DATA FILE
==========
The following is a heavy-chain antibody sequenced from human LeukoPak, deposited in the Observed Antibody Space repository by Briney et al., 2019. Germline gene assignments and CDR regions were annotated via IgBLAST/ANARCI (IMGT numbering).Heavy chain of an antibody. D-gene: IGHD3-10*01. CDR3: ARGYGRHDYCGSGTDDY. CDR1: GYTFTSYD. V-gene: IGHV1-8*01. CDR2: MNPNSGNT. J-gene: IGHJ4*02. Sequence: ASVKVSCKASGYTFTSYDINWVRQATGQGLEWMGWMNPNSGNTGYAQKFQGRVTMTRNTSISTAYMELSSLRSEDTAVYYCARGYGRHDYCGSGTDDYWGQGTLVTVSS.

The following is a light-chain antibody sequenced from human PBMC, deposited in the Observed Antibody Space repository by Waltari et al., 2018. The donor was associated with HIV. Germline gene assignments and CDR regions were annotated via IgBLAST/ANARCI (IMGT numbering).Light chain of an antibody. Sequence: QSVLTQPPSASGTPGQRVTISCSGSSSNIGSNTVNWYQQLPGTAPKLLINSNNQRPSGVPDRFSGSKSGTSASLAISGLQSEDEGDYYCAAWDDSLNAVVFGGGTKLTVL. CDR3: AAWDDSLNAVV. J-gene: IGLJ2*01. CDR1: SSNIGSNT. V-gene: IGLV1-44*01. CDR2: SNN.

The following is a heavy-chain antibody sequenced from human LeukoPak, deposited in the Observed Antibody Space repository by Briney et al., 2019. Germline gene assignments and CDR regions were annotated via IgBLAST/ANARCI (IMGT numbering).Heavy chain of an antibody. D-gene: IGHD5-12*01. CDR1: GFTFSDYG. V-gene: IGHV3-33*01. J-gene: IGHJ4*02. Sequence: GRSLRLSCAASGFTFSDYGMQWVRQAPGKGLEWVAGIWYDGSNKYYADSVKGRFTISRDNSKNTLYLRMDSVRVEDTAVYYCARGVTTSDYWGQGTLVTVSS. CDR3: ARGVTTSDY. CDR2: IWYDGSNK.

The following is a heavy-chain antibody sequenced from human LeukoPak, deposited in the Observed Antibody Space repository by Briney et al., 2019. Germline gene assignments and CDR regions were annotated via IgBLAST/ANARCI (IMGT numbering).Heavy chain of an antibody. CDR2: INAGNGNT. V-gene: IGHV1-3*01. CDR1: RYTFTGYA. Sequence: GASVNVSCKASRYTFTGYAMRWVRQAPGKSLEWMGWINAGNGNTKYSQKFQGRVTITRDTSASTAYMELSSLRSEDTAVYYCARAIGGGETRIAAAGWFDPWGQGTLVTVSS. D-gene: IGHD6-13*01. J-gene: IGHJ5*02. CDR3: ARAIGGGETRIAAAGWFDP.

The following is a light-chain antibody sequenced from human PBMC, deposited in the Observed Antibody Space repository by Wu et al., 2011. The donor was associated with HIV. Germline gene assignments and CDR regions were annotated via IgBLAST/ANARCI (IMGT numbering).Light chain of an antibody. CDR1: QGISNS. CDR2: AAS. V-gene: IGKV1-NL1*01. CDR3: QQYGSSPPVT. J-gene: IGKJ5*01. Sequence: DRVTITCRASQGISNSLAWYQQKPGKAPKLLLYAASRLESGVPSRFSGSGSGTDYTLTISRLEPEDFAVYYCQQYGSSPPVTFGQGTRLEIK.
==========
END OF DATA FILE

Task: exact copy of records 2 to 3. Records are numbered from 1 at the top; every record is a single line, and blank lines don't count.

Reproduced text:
The following is a light-chain antibody sequenced from human PBMC, deposited in the Observed Antibody Space repository by Waltari et al., 2018. The donor was associated with HIV. Germline gene assignments and CDR regions were annotated via IgBLAST/ANARCI (IMGT numbering).Light chain of an antibody. Sequence: QSVLTQPPSASGTPGQRVTISCSGSSSNIGSNTVNWYQQLPGTAPKLLINSNNQRPSGVPDRFSGSKSGTSASLAISGLQSEDEGDYYCAAWDDSLNAVVFGGGTKLTVL. CDR3: AAWDDSLNAVV. J-gene: IGLJ2*01. CDR1: SSNIGSNT. V-gene: IGLV1-44*01. CDR2: SNN.

The following is a heavy-chain antibody sequenced from human LeukoPak, deposited in the Observed Antibody Space repository by Briney et al., 2019. Germline gene assignments and CDR regions were annotated via IgBLAST/ANARCI (IMGT numbering).Heavy chain of an antibody. D-gene: IGHD5-12*01. CDR1: GFTFSDYG. V-gene: IGHV3-33*01. J-gene: IGHJ4*02. Sequence: GRSLRLSCAASGFTFSDYGMQWVRQAPGKGLEWVAGIWYDGSNKYYADSVKGRFTISRDNSKNTLYLRMDSVRVEDTAVYYCARGVTTSDYWGQGTLVTVSS. CDR3: ARGVTTSDY. CDR2: IWYDGSNK.